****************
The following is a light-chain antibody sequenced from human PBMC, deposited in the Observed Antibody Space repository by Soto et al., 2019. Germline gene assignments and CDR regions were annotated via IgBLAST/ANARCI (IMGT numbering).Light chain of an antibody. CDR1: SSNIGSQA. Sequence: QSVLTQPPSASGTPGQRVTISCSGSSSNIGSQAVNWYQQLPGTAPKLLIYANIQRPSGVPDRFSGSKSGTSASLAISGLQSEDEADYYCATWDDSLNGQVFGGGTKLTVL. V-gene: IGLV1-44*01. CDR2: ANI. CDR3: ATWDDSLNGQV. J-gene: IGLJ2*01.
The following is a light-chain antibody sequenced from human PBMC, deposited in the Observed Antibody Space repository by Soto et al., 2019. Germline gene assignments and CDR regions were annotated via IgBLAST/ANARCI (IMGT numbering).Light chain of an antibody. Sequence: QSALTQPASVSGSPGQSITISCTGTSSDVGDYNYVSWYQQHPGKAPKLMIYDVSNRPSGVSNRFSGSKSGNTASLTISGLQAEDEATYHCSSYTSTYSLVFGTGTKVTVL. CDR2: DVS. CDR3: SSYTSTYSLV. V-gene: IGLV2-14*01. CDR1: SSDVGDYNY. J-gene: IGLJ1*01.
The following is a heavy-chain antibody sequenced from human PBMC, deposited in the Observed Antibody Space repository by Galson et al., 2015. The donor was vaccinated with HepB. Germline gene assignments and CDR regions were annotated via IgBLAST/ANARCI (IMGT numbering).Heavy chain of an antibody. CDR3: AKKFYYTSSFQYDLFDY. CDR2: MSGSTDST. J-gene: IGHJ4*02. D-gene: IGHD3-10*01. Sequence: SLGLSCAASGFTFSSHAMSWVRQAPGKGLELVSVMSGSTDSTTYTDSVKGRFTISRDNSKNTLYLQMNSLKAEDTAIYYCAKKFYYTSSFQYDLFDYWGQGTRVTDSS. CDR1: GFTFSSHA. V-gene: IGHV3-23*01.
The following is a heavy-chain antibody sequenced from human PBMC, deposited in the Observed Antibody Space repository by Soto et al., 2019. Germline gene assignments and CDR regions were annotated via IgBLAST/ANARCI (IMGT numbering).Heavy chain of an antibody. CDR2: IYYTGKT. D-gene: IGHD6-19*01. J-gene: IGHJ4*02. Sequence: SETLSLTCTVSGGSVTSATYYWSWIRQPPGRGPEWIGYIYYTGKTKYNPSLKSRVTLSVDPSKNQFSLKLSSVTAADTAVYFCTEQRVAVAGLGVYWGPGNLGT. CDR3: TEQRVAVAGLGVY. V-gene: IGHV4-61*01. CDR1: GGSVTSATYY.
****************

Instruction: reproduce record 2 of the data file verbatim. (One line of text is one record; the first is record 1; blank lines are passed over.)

The following is a light-chain antibody sequenced from human PBMC, deposited in the Observed Antibody Space repository by Soto et al., 2019. Germline gene assignments and CDR regions were annotated via IgBLAST/ANARCI (IMGT numbering).Light chain of an antibody. Sequence: QSALTQPASVSGSPGQSITISCTGTSSDVGDYNYVSWYQQHPGKAPKLMIYDVSNRPSGVSNRFSGSKSGNTASLTISGLQAEDEATYHCSSYTSTYSLVFGTGTKVTVL. CDR2: DVS. CDR3: SSYTSTYSLV. V-gene: IGLV2-14*01. CDR1: SSDVGDYNY. J-gene: IGLJ1*01.